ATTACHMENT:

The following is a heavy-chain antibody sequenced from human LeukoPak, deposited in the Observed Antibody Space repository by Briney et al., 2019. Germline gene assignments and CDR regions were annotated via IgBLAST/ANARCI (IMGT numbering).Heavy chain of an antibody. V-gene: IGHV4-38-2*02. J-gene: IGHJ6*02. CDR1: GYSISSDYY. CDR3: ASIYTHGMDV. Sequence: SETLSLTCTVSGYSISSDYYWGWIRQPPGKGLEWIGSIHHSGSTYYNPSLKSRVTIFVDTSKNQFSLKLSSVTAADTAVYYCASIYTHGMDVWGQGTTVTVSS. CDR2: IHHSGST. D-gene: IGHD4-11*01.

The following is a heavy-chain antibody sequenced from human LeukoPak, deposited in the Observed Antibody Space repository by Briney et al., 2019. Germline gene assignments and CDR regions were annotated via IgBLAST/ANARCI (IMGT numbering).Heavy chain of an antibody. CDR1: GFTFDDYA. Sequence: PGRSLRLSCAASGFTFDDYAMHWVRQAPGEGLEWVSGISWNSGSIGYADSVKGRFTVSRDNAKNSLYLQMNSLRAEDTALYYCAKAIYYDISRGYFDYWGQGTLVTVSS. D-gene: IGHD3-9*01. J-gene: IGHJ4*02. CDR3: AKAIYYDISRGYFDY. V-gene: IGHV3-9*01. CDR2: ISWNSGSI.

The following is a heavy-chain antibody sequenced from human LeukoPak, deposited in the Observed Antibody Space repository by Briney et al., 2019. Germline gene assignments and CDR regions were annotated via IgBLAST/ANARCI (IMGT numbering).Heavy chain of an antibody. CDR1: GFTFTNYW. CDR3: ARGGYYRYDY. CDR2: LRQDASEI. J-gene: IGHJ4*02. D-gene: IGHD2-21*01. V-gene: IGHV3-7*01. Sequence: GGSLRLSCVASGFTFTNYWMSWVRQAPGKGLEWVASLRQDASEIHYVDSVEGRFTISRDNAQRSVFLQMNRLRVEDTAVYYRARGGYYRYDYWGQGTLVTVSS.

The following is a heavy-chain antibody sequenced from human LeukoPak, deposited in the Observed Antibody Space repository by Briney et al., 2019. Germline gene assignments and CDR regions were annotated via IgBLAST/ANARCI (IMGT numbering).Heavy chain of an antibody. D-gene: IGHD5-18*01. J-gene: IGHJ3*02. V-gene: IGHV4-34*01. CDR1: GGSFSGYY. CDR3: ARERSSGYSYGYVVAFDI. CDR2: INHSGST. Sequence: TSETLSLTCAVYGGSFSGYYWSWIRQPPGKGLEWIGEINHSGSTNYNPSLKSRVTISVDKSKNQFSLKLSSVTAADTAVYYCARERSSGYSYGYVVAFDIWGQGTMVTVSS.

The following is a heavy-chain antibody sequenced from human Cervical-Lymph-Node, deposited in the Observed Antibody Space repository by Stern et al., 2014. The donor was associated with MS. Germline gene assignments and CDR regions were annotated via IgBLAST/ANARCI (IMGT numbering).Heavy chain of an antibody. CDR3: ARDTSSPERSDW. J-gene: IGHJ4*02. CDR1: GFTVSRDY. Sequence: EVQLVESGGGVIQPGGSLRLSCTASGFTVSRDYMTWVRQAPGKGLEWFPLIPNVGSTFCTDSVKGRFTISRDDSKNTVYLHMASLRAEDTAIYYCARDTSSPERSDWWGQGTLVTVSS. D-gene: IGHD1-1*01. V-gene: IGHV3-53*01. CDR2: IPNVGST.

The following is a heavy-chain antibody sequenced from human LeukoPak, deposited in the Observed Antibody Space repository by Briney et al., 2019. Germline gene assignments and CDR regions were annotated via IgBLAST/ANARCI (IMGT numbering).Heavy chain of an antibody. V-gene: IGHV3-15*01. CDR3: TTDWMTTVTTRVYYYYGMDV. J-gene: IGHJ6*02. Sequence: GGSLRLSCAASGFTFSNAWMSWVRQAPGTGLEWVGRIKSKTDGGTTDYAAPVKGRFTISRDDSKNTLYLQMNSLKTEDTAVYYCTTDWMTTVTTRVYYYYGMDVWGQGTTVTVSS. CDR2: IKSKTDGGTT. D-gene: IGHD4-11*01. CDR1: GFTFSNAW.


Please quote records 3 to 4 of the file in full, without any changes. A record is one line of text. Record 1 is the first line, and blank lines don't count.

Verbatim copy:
The following is a heavy-chain antibody sequenced from human LeukoPak, deposited in the Observed Antibody Space repository by Briney et al., 2019. Germline gene assignments and CDR regions were annotated via IgBLAST/ANARCI (IMGT numbering).Heavy chain of an antibody. CDR1: GFTFTNYW. CDR3: ARGGYYRYDY. CDR2: LRQDASEI. J-gene: IGHJ4*02. D-gene: IGHD2-21*01. V-gene: IGHV3-7*01. Sequence: GGSLRLSCVASGFTFTNYWMSWVRQAPGKGLEWVASLRQDASEIHYVDSVEGRFTISRDNAQRSVFLQMNRLRVEDTAVYYRARGGYYRYDYWGQGTLVTVSS.

The following is a heavy-chain antibody sequenced from human LeukoPak, deposited in the Observed Antibody Space repository by Briney et al., 2019. Germline gene assignments and CDR regions were annotated via IgBLAST/ANARCI (IMGT numbering).Heavy chain of an antibody. D-gene: IGHD5-18*01. J-gene: IGHJ3*02. V-gene: IGHV4-34*01. CDR1: GGSFSGYY. CDR3: ARERSSGYSYGYVVAFDI. CDR2: INHSGST. Sequence: TSETLSLTCAVYGGSFSGYYWSWIRQPPGKGLEWIGEINHSGSTNYNPSLKSRVTISVDKSKNQFSLKLSSVTAADTAVYYCARERSSGYSYGYVVAFDIWGQGTMVTVSS.